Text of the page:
Crowdsourcing meaning: a hands-on introduction to CLÉA, the Collaborative Literature Éxploration and Annotation Environment

workshop / tutorial
  1. 1. Marco Petris

    Universität Hamburg (University of Hamburg)

  2. 2. Evelyn Gius

    Universität Hamburg (University of Hamburg)

  3. 3. Lena Schüch

    Universität Hamburg (University of Hamburg)

  4. 4. Jan Christoph Meister

    Universität Hamburg (University of Hamburg)

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1. Context and description
Humanities researchers in the field of literary studies
access and read literary texts in digital format
via the web in increasing numbers – but, apart
from search and find, the cognitive processing of a
text still takes place outside the digital realm. The
interest essentially motivating human encounters
with literature hardly seems to benefit from the new
paradigm: hermeneutic, i.e. ‘meaning’ oriented highorder interpretation that transcends a mere decoding
of information. The main reason for this might
be that hermeneutic activity is not deterministic,
but explorative: in the scholarly interpretation of
literature we are not looking for the right answer, but
for new, plausible and relevant answers. Thus highorder hermeneutic interpretation requires more than
the automated string- or word-level pattern analysis
of the source object provided by most digital text
analysis applications so far, namely the ability to add
semantic markup and to analyse both the objectdata and the metadata in combination. This requires
markup that goes beyond the distinction between
procedural vs. descriptive of Coombs et al. (1987)
and even beyond the subdivision of descriptive
markup into genuinely descriptive vs. performative
introduced by Renear (2004). By semantic markup
we rather mean a true hermeneutic markup as
defined by Pietz (2010: paragraph 1):
By ‘hermeneutic’ markup I mean markup that
is deliberately interpretive. It is not limited to
describing aspects or features of a text that
can be formally defined and objectively verified.
Instead, it is devoted to recording a scholar’s
or analyst’s observations and conjectures in an
open-ended way. As markup, it is capable of
automated and semi-automated processing, so that
it can be processed at scale and transformed
into different representations. By means of a
markup regimen perhaps peculiar to itself, a
text will be exposed to further processing such
as text analysis, visualization or rendition. Texts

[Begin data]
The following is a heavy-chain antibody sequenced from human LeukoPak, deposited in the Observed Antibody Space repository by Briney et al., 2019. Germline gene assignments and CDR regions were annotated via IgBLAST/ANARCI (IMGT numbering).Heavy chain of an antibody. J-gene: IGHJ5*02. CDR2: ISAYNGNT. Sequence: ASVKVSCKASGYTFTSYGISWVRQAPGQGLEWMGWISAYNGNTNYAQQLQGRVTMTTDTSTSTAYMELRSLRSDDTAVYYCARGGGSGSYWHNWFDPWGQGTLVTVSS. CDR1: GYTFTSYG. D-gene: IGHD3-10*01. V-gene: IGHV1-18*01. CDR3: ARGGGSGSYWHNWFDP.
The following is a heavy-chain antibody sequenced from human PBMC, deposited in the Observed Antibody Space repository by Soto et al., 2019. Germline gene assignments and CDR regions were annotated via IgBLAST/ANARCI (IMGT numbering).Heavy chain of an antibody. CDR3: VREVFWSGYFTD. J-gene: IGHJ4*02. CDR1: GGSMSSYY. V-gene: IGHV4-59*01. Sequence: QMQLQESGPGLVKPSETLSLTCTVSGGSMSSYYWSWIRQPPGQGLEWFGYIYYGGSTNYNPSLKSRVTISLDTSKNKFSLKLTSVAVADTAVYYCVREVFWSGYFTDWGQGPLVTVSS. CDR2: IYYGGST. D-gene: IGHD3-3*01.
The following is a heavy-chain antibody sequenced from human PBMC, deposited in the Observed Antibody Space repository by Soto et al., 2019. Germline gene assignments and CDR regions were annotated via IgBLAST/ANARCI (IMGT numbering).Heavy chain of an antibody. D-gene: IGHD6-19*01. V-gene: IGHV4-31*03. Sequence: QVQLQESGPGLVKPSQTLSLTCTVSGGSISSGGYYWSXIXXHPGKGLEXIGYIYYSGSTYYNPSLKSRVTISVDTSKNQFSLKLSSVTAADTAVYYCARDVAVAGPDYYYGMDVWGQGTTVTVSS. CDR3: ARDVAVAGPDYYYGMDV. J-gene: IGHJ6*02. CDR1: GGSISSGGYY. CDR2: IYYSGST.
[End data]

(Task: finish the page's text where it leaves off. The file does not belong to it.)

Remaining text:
subjected to consistent interpretive methodologies,
or different interpretive methodologies applied to
the same text, can be compared. Rather than being
devoted primarily to supporting data interchange
and reuse – although these benefits would not be
excluded – hermeneutic markup is focused on the
presentation and explication of the interpretation it
CLÉA (Collaborative Literature Éxploration and
Annotation) was developed to support McGann’s
(2004) open-ended, discontinuous, and nonhierarchical model of text-processing and allows the
user to express many different readings directly in
markup. The web based system not only enables
collaborative research but it is based on an approach
to markup that transcends the limitations of lowlevel text description, too.1
CLÉA supports high-level
semantic annotation through TEI compliant, nondeterministic stand off markup and acknowledges
the standard practice in literary studies, i.e.
a constant revision of interpretation (including
one’s own) that does not necessarily amount to
falsification. CLÉA builds on our open source desktop
application CATMA2.
In our workshop, we will address some key challenges
of developing and applying CLÉA:
- We will discuss both the prerequisites mentioned
above and their role in the development of CLÉA,
- present interdisciplinary use cases where a
complex tagset that operationalizes literary theory
(namely narratology) is applied,
- give a practical introduction in the use of CLÉA,
- provide a hands-on session where participants can
annotate their own texts.
Finally, we would like to engage participants in a
design critique of CLÉA and a general discussion
about requirements for text analysis tools in their
fields of interest.
Coombs, J. H., A. H. Renear, and St. J. DeRose
(1987). Markup Systems and the Future of Scholarly
Digital Humanities 2012
Text Processing. Communications of the ACM (ACM)
30(11): 933–947. Available online at (last seen 2011-10-31).
McGann, J. (2004). Marking Texts of
Many Dimensions. In S. Schreibman, R.
Siemans, and J. Unsworth (eds.), A
Companion to Digital Humanities, 2004.
Oxford: Blackwell, pp. 218-239. Online
default (last seen 2011-10-31).
Piez, W. (2010). Towards Hermeneutic Markup:
An architectural outline. King’s College, DH 2010,
London. Available from:
endell/papers/dh2010/index.html (last seen
Renear, A. H. (2004). Text Encoding. In
S. Schreibman, R. Siemans, and J. Unsworth
(eds.), A Companion to Digital Humanities,
2004. Oxford: Blackwell, pp. 218–239. Online
& (last seen
1. We define this distinction as follows: description cannot
tolerate ambiguity, whereas an interpretation is an
interpretation if and only if at least one alternative to it
exists. Note that alternative interpretations are not subject to
formal restrictions of binary logic: they can affirm, complement
or contradict one another. In short, interpretations are of a
probabilistic nature and highly context dependent.
2. CLÉA is funded by the European Digital Humanities Award
2010, see

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Conference Info


ADHO - 2012
"Digital Diversity: Cultures, languages and methods"

Hosted at Universität Hamburg (University of Hamburg)

Hamburg, Germany

July 16, 2012 - July 22, 2012

196 works by 477 authors indexed

Conference website:

Series: ADHO (7)

Organizers: ADHO

  • Keywords: None
  • Language: English
  • Topics: None